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Magellanic Snipe

By EyesFront
Magellanic Snipe (Gallinago magellanica magellanica)

I almost stood on this little chap or chapess on Sealion Island as I was walking towards some nesting penguins. Fortunately I was taking care where I stepped so I saw this one move, otherwise as you can see their camouflage is excellent.

Snipe are common in heath and grassland throughout the Falklands, but they are very secretive and easily overlooked. Approximately 8000 breeding pairs.

Nests are hidden in vegetation, being simple hollows lined with grass. Two or three eggs are laid from August onwards, and young leave the nest at an early age in search of food under the parents care.

A wide variety of invertebrates are taken as prey, the long bill enabling them to wade in shallow ponds or to extract earthworms and grubs from heath and grassland.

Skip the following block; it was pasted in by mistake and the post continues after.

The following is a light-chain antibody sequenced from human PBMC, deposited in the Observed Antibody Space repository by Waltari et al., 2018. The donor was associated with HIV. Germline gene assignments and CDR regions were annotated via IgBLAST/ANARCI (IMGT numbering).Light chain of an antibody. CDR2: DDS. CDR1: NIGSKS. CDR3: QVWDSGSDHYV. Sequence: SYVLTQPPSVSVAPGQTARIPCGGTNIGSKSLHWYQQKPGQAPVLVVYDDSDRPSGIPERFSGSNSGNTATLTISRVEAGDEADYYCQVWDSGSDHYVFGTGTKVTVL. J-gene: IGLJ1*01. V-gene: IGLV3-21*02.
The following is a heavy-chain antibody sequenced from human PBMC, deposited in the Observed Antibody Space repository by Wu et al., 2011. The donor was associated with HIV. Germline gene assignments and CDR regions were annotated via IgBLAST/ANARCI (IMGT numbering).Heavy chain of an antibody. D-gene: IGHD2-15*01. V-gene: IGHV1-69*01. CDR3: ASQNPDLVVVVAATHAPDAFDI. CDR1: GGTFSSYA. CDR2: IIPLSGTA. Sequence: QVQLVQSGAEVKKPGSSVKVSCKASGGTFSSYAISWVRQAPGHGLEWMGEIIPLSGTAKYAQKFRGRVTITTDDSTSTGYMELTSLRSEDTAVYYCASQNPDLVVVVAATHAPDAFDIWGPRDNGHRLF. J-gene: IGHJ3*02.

The Snipe's usual response to danger is to remain still, their excellent camouflage making them very hard to spot amongst vegetation.

Sexes are similar in appearance

Tags: Birds Snipe Falkland islands Wildlife and nature Magellanic Snipe Gallinago magellanica magellanica

Voters: Hermanus, abeeror2, Andysnapper and 9 more


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Comments


Hermanus 8 4 South Africa
29 Nov 2012 3:18AM
What a beautiful bird and so well camouflaged !! Great photo Grin
TonyDy Plus
12 52 3 United Kingdom
29 Nov 2012 10:55AM
Great shot, Roger.
Tony

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